maps, which include basic shapes and recognizable designs like bubble diagrams and brackets, are trademarked. The district must pay $260 daily to train teachers to use the maps, and each teacher receives five days of training. According to English Department Chair Mr. Jim Asher, one of a dozen teachers who attended the initial development workshop, the training is extremely specific and intensive, and requires six hours of work for the teacher to become officially licensed to use the company’s designs. The district sent teachers from every school in the district to the training. The district now plans to train every teacher in SPUSD to use this program. Mr. Asher and fellow English teacher Patricia Wylie received the training See “Maps” on pg. 2
cording to Gabriel Nevarez, Project Manager for the city of South Pasadena, who is involved in carrying out the development. However, Nevarez stresses that an effort is being made to minimize the disruptions to businesses on the street, and the current stress on stores is the “only drawback to the construction plan.”
Last month, South Pasadena Unified School District hired Ms. Janet Bryson as a math coach for the middle and high schools. Bryson, whose experiences with math range from teaching in Mali, Africa, to consulting with schools in Hawaii, has begun working in South Pasadena, primarily with the high school’s math department. At SPHS, Bryson is working with math teachers to provide innovative strategies and encourage efficacy in students. After observing teachers in their classrooms, she holds meetings with all the teachers of the same level of math. There, she collaborates with the teachers, suggesting new and innovative strategies that help teachers be effective in their instruction. So far, Bryson has been very well received by the staff. Although many teachers have yet to meet with her, most are very optimistic about her ability to positively contribute to the math department. “She has some great ideas,” said Ms. Ruth Moonesinghe, Algebra and Calculus AB and BC teacher. “I’m always learning. I’m glad that I have someone that I can bounce ideas off of.” The administration agrees. “Everyone, regardless of how successful they are, can use a coach in some way,” said Principal Janet Anderson. “It is great to have an objective person give feedback and suggestions from a strong experience base.”
WASC report submitted By Luka Douridas Assoc. Opinion Editor After a year of effort, the SPHS faculty turned in a self-study report to the Western Association of Schools and Colleges, or WASC, this past month. SPHS completed a similar report in 2005, which, along with a visit from a WASC visiting committee, earned the school a six-year accreditation with a review in its third year. The SPHS faculty was divided into five “focus groups:” Organization, Curriculum, Instruction, Assessment and Accountability, and School Culture and Student Support. Each focus group put together their share of the self-study report, which made up Chapter IV—by far the largest portion of the report. For each focus group, teachers had to describe ways that SPHS meets specific criteria, while citing evidence to support those findings,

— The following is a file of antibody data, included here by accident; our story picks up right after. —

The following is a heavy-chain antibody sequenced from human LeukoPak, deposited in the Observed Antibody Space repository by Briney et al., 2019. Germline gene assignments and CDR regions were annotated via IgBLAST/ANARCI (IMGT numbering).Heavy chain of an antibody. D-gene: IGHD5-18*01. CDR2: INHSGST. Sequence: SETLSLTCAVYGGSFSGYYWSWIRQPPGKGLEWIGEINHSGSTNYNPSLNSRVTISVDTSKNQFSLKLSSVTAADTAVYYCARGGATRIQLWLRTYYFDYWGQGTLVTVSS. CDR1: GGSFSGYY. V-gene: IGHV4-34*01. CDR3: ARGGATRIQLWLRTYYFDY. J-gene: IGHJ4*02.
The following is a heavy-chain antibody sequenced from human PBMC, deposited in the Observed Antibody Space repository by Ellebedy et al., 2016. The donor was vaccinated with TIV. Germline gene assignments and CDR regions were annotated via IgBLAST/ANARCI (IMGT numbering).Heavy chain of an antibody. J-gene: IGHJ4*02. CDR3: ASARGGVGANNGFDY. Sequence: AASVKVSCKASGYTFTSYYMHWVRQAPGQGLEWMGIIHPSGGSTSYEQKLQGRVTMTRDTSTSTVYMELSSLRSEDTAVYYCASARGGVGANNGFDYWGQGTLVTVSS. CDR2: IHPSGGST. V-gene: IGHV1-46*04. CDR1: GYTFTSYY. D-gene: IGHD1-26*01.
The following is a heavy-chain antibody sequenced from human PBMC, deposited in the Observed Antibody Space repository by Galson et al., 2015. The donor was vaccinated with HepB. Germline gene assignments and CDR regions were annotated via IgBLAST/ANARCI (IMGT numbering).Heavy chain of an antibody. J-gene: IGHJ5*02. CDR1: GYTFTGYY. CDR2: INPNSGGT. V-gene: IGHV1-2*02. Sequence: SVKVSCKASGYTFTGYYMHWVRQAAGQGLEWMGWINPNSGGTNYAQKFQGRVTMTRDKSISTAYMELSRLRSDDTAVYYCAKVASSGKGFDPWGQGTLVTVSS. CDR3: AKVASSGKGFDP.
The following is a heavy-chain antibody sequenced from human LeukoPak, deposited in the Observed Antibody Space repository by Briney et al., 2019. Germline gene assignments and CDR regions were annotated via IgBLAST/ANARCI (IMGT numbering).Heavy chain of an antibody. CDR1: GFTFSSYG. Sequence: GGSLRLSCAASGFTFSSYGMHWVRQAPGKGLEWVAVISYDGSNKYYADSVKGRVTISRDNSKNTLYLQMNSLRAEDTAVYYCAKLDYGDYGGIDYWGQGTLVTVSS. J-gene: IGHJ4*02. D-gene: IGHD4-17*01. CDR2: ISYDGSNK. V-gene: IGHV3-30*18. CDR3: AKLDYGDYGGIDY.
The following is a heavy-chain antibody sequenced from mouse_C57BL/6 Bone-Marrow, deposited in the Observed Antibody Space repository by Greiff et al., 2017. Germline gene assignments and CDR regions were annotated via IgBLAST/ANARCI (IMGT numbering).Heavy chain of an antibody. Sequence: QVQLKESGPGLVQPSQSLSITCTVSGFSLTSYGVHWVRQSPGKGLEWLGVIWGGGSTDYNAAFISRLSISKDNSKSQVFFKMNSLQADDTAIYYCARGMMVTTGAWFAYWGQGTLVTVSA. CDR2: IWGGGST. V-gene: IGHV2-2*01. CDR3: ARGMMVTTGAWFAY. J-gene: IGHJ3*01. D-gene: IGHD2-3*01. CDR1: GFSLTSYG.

such as specific events, policies, and direct quotes from students. While the self-study report was the lengthiest and most labor-intensive for SPHS faculty, it is only part one of the accreditation process; the second part involves a review from a WASC visiting committee, which will begin February 27 and continue to March 2. “It’s been exciting to see all the pieces of the report come together as we prepare for the arrival of the visiting committee,” says co-chair Maryann Nielsen. “I think they are going to enjoy being here at SPHS and will be impressed by our dedicated faculty and staff as well as our outstanding student body.” After SPHS is assessed, it can receive a six-year, “clear” accreditation, a six-year accreditation with a review in its third year, a three-year accreditation, a one-year accreditation, or no accreditation at all.
Published on Feb 10, 2011
Published on Feb 10, 2011
South Pasadena High School's award-winning newspaper, Tiger Newspaper, proudly presents its fifth issue of the 2010-2011 school year.